Gasol: "Ball movement is kind of the staple of this team, and it has been for so long."
It was always important to stay patient amid the Spurs’ shaky start to the season (yes, 5-3 can qualify as ‘shaky’ in San Antonio), even when some fretted their three early losses at home, questioned whether the team should bench Tony Parker and worried about Pau Gasol’s fit alongside Kawhi Leonard and LaMarcus Aldridge.
The Spurs had been making do without shooting guard Danny Green, looking out of sync defensively and missing his three-point touch on the other end. They also missed the offensive balance provided by Parker, who tweaked his leg in the team’s season-opening win over the Warriors.
It took nine games to get all the pieces of the starting five back together, but the results thus far have been very promising.
With both Parker and Green back in the mix, we’re not only seeing a stronger offense (they’ve averaged 105 points per game over their five-game winning streak), but one that hearkens that ‘beautiful’, free-flowing style of play that was on sabbatical last season.
The Spurs are moving the ball better than ever following their last win over the upstart Los Angeles Lakers, a game that saw them record a season-best 30 assists. Parker’s presence has been crucial, as the veteran point guard has a knack for knowing how and when to feed Gasol and Aldridge. The big men, in turn, are attacking with more purpose, either taking the open shoot or finding the open man.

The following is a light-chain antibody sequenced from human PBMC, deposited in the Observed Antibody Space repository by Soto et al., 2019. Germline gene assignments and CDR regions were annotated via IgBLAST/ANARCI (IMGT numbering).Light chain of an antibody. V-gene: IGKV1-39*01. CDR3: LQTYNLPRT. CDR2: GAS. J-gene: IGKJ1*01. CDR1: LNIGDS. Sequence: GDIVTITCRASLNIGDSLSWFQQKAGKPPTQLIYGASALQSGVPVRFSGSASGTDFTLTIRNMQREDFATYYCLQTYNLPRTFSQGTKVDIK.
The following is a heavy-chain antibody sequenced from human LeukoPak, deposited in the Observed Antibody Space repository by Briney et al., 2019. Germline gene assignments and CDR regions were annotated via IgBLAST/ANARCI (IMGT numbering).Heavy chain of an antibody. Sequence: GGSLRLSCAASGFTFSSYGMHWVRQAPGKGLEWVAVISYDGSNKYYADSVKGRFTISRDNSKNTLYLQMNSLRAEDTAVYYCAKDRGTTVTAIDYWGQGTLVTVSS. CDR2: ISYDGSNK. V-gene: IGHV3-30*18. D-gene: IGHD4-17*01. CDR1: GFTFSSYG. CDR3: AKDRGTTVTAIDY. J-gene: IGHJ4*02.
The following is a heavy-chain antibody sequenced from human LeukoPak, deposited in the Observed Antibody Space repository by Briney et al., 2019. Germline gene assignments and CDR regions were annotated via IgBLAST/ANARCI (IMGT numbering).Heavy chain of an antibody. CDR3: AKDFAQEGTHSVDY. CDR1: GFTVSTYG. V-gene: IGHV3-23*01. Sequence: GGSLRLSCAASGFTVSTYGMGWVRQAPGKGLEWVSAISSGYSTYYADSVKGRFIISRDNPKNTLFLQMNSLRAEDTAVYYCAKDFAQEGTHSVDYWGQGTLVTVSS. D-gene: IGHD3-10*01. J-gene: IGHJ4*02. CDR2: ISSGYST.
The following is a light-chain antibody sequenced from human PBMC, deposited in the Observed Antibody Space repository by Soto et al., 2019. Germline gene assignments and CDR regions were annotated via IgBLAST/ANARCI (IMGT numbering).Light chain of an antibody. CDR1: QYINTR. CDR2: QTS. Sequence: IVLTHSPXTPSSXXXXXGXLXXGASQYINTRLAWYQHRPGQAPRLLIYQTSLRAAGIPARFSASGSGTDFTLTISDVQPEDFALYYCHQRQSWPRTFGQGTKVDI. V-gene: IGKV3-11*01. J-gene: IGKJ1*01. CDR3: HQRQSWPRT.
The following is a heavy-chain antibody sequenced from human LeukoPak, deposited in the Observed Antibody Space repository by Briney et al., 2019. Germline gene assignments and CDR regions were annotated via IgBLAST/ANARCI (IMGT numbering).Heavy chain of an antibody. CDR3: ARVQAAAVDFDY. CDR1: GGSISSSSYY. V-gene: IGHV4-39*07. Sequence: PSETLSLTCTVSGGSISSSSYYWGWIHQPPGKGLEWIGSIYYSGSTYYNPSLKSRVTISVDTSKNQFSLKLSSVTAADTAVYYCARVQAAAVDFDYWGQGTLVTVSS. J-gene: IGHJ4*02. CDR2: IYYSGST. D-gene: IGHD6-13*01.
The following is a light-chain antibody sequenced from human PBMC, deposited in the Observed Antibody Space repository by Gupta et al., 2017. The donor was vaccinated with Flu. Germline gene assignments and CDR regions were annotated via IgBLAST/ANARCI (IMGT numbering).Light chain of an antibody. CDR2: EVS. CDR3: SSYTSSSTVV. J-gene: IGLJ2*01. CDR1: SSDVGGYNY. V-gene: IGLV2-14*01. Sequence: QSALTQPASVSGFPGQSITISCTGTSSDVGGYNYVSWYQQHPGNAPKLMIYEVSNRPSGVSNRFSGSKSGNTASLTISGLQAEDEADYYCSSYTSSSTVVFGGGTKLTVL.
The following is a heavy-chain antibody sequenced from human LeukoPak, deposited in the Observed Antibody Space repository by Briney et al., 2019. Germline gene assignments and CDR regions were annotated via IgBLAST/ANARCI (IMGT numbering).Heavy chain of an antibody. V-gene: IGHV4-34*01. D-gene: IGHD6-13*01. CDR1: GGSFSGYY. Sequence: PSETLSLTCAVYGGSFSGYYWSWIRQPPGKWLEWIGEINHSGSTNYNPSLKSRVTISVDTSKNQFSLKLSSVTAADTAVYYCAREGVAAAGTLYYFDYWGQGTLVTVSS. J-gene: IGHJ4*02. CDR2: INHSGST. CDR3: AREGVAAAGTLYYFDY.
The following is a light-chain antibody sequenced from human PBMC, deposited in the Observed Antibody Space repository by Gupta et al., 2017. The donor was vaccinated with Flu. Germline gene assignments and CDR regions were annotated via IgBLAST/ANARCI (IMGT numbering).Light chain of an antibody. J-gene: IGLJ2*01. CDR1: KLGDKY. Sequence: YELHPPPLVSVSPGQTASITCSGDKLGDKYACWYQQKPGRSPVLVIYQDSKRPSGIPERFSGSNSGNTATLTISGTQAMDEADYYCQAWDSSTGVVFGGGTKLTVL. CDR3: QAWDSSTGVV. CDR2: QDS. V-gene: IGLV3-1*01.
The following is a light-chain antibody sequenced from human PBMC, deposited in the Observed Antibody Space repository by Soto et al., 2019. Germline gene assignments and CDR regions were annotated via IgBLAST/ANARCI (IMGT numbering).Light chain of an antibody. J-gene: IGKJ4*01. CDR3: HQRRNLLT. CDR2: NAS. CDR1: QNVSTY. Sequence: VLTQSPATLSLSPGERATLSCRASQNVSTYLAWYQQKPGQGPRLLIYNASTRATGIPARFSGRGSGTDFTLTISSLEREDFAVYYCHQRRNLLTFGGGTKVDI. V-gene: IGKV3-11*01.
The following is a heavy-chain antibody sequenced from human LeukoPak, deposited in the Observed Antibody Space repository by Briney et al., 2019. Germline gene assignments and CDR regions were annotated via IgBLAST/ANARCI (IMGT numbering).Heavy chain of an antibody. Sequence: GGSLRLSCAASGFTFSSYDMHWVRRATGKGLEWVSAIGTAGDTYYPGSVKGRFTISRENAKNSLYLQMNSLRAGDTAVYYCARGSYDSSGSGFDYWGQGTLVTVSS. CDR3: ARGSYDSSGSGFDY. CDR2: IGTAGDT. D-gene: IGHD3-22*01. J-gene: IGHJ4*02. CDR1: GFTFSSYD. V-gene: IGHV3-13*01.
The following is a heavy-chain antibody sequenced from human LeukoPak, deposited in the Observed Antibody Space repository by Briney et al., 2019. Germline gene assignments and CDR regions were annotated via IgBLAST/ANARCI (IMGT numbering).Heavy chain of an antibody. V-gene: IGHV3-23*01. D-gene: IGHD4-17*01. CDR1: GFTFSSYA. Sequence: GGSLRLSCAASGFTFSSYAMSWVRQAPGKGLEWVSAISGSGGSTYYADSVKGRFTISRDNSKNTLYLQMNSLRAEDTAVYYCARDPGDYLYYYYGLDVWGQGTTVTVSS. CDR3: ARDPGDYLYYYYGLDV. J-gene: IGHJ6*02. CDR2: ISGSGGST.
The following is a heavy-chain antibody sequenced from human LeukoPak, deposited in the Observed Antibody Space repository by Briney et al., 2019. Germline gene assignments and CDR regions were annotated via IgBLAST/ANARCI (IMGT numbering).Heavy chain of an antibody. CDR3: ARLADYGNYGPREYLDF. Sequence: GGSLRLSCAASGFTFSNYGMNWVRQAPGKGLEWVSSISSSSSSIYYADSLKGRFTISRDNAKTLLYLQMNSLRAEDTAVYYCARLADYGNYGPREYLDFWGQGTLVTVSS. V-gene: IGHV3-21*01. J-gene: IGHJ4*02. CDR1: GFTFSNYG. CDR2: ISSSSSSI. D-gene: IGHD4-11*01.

That ball movement is key for a team that’s best in the league in catch-and-shoot percentage
, meaning shots that are taken by a player without dribbling the ball. In those opportunities, Spurs players are hitting 45% of their shots, which shouldn’t be a surprise with guys like Leonard, Aldridge, Green and Patty Mills on the roster.
Gasol himself expressed a hope for the team to head in that direction when speaking to the Express-News’ Tom Orsborn
"Ball movement is kind of the staple of this team, and it has been for so long," Gasol said. "But after the eighth game, we were something like 18th or 19th in the league in assists, and that was very uncharacteristic of this team."
It’s true, last year’s team veered away from the ‘Beautiful Game’ that was so stunning to watch between 2012 and 2015, eschewing a pass-heavy style for an offense that relied on isolation plays and post-ups for Leonard and Aldridge. It was, by all accounts, highly effective, resulting in a historical 67-15 season, albeit one that ended prematurely in the playoffs.
But this is a very different group – with a very different big man helping anchor the offense – and we’re now seeing what that can look like when everyone’s on the floor.
Winning will always be more important than aesthetics in San Antonio, but the fact that these Spurs can do so while bringing back some of the flair from years past will make them even more fun to watch.